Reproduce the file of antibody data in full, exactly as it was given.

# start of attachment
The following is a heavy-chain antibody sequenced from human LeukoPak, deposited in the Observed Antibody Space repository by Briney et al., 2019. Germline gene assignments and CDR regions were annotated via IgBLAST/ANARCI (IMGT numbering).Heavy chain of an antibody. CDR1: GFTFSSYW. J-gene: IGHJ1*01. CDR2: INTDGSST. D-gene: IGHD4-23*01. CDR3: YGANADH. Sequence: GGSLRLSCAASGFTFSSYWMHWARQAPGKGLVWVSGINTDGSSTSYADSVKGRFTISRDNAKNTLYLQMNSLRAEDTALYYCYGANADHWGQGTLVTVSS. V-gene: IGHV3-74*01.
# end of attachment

The following is a heavy-chain antibody sequenced from human LeukoPak, deposited in the Observed Antibody Space repository by Briney et al., 2019. Germline gene assignments and CDR regions were annotated via IgBLAST/ANARCI (IMGT numbering).Heavy chain of an antibody. CDR1: GFTFSSYW. J-gene: IGHJ1*01. CDR2: INTDGSST. D-gene: IGHD4-23*01. CDR3: YGANADH. Sequence: GGSLRLSCAASGFTFSSYWMHWARQAPGKGLVWVSGINTDGSSTSYADSVKGRFTISRDNAKNTLYLQMNSLRAEDTALYYCYGANADHWGQGTLVTVSS. V-gene: IGHV3-74*01.